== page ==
“Indeed, Rep. Windle is entitled to legislative immunity for comments made as part of the legislative function. [sic]  Issa v. Benson, 420 S.W.3d 23, 26 (Tenn. Ct. App. 2013), which encourages the unencumbered exercise of legislative speech and debate.  Miller v. Wyatt, 457 S.W.3d 405, 409 (Tenn. Ct. App. 2014). But, legislative immunity is not all encompassing. Id. at 410.  It applies only to remarks relating to the official’s “legitimate legislative function,” Issa, 420 S.W.3d at 426, 428, which depends on the nature and scope of the statement.  Id. at 428; see Bogan v. Scott-Harris, 523 U.S. 44, 54 (1998).[6]

Lagan has alleged facts that plausibly suggest Rep. Windle was not acting in his legislative capacity.  The Verified Amended Complaint alleges that Rep. Windle’s comments were made directly to the press outside of the legislative process.  In other words, Lagan plausibly pleads that Rep. Windle’s comments had nothing to do with the deliberative legislative process.  Construing the Verified Amended Complaint in the light most favorable to Lagan, as required, Rep. Windle’s motion to dismiss must be denied.”

This ruling, too, is inexplicable.  To begin, legislative immunity extends far beyond mere “legislative speech and debate” as intimated.  Instead, given “the importance of legislators freely speaking their minds,”[7] the absolute legislative privilege “attaches to all actions taken ‘in the sphere of legitimate legislative activity’”[8] and applies broadly to all statements made by a legislator that “relat[e] to matters within the scope of [the legislator’s] authority.”[9]  Here, given that the very interview over which Rep. Windle was sued expressly identifies him as a State Representative who had been “receiving numerous calls from constituents” regarding the hospital closure, and given further that Lagan’s own Complaint appended as an exhibit and expressly incorporated a letter to the Tennessee Department of Labor and Workforce Development regarding the hospital that was printed on Rep. Windle’s official stationary, the notion that his statements did not relate to matters within his role as a legislator is farcical.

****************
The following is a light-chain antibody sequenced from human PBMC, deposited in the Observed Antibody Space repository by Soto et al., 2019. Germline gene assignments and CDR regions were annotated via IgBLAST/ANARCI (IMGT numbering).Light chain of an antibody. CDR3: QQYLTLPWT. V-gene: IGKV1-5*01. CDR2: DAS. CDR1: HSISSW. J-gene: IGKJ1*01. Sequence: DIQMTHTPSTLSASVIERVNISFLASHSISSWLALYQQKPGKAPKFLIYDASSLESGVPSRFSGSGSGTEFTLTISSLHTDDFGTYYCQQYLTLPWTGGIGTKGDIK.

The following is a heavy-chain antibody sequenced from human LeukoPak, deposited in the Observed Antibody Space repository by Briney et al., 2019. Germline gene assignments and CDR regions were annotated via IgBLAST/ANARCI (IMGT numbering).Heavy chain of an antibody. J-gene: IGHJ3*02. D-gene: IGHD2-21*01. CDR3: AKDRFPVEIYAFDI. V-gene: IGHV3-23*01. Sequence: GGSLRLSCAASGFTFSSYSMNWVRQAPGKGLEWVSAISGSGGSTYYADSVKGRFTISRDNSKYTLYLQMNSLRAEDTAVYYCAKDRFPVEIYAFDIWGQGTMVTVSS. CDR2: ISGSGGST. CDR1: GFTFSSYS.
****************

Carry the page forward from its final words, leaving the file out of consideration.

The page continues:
Because Rep. Windle’s Motion to Dismiss was denied, the lawsuit against him moves forward.  Thus, he will now be subjected to discovery—an expensive and frequently abusive and intrusive process—regarding the statements over which he has been sued.  Worse, Judge Crenshaw ordered that Rep. Windle could not move to dismiss Lagan’s lawsuit on summary judgment until he first comes to the settlement table.  See May 13, 2020 Order, Case 2:19-cv-00050, Doc. #46 (“the parties are directed to engage in at least two attempts to resolve this case, one of which must take place before any other dispositive motion may be filed.”).  The predictable result is that elected officials across—at minimum—the State of Tennessee will now be more inclined than they were before to self-censor and refrain from candid discussion of issues that are important to their constituents out of fear of personal liability and concern that judges will allow transparent SLAPP-suits like Seamus Lagan’s to go forward against them.

Read District Judge Waverly Crenshaw’s Memorandum Opinion denying Rep. Windle’s Motion to Dismiss For Failure to State a Claim here.

Daniel Horwitz is a free speech lawyer who represents clients across Tennessee.  If you would like to purchase a consultation from him, you can do using the form below.

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[1] See SEAMUS LAGAN, Plaintiff, v. JOHN MARK WINDLE, Defendant., No. 2:19-CV-00050, 2020 WL 2494457, at *1 (M.D. Tenn. May 13, 2020).

[2] The filing of Lagan’s Amended Complaint arguably enabled Representative Windle to seek dismissal under Tennessee’s now-in-effect anti-SLAPP statute, see Barrett v. Chesney, No. W201401921COAR9CV, 2015 WL 5679922, at *5 (Tenn. Ct. App. Sept. 28, 2015) (“An ‘amended complaint,’ complete in itself without adoption or reference to original, supersedes and destroys the original complaint as a pleading[.]”); Shell v. Williams, No. M2013-00711-COA-R3CV, 2014 WL 118376, at *2, n. 4 (Tenn. Ct. App. Jan. 14, 2014) (same), though a Tennessee Public Participation Act Petition to dismiss was not filed.

[3] Lagan, 2020 WL 2494457, at *2 (quoting Milkovich v. Lorain Journal Co., 497 U.S. 1, 21 (1990)).

[4] Id.

[5] See, e.g., White v. Revco Disc. Drug Centers, Inc., 33 S.W.3d 713, 723 (Tenn. 2000).

[6] Lagan, 2020 WL 2494457, at *2 (quoting Milkovich v. Lorain Journal Co., 497 U.S. 1, 21 (1990)).

[7] Cornett v. Fetzer, 604 S.W.2d 62, 63 (Tenn. Ct. App. 1980).

[8] Bogan v. Scott-Harris, 523 U.S. 44, 54, 118 S. Ct. 966, 972, 140 L. Ed. 2d 79 (1998)

[9] Cornett, 604 S.W.2d at 64 (emphasis added).